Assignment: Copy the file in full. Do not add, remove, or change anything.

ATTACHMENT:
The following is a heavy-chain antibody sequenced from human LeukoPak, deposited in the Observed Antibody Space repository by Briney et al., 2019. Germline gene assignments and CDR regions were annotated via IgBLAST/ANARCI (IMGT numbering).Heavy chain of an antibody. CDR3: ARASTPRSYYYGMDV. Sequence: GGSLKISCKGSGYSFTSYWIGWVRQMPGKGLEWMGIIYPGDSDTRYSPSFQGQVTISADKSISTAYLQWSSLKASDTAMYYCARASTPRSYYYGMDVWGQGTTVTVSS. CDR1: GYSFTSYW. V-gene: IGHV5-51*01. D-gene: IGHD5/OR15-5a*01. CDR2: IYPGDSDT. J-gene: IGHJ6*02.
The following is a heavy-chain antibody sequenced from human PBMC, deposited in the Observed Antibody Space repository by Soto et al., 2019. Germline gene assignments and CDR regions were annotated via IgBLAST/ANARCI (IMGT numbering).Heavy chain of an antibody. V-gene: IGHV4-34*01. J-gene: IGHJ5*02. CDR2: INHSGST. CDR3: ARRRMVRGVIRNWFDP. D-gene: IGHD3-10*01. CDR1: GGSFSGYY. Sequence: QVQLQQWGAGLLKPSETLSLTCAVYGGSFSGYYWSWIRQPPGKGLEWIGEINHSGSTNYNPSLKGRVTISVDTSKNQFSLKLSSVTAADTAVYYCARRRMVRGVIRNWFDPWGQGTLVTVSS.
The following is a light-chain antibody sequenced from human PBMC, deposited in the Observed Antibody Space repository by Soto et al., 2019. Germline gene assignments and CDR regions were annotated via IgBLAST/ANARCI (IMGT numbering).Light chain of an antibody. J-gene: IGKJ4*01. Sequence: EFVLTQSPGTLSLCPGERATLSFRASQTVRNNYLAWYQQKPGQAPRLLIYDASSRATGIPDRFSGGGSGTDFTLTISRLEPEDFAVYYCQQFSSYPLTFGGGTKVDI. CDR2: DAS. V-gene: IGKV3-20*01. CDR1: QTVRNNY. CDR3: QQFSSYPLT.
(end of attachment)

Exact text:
The following is a heavy-chain antibody sequenced from human LeukoPak, deposited in the Observed Antibody Space repository by Briney et al., 2019. Germline gene assignments and CDR regions were annotated via IgBLAST/ANARCI (IMGT numbering).Heavy chain of an antibody. CDR3: ARASTPRSYYYGMDV. Sequence: GGSLKISCKGSGYSFTSYWIGWVRQMPGKGLEWMGIIYPGDSDTRYSPSFQGQVTISADKSISTAYLQWSSLKASDTAMYYCARASTPRSYYYGMDVWGQGTTVTVSS. CDR1: GYSFTSYW. V-gene: IGHV5-51*01. D-gene: IGHD5/OR15-5a*01. CDR2: IYPGDSDT. J-gene: IGHJ6*02.
The following is a heavy-chain antibody sequenced from human PBMC, deposited in the Observed Antibody Space repository by Soto et al., 2019. Germline gene assignments and CDR regions were annotated via IgBLAST/ANARCI (IMGT numbering).Heavy chain of an antibody. V-gene: IGHV4-34*01. J-gene: IGHJ5*02. CDR2: INHSGST. CDR3: ARRRMVRGVIRNWFDP. D-gene: IGHD3-10*01. CDR1: GGSFSGYY. Sequence: QVQLQQWGAGLLKPSETLSLTCAVYGGSFSGYYWSWIRQPPGKGLEWIGEINHSGSTNYNPSLKGRVTISVDTSKNQFSLKLSSVTAADTAVYYCARRRMVRGVIRNWFDPWGQGTLVTVSS.
The following is a light-chain antibody sequenced from human PBMC, deposited in the Observed Antibody Space repository by Soto et al., 2019. Germline gene assignments and CDR regions were annotated via IgBLAST/ANARCI (IMGT numbering).Light chain of an antibody. J-gene: IGKJ4*01. Sequence: EFVLTQSPGTLSLCPGERATLSFRASQTVRNNYLAWYQQKPGQAPRLLIYDASSRATGIPDRFSGGGSGTDFTLTISRLEPEDFAVYYCQQFSSYPLTFGGGTKVDI. CDR2: DAS. V-gene: IGKV3-20*01. CDR1: QTVRNNY. CDR3: QQFSSYPLT.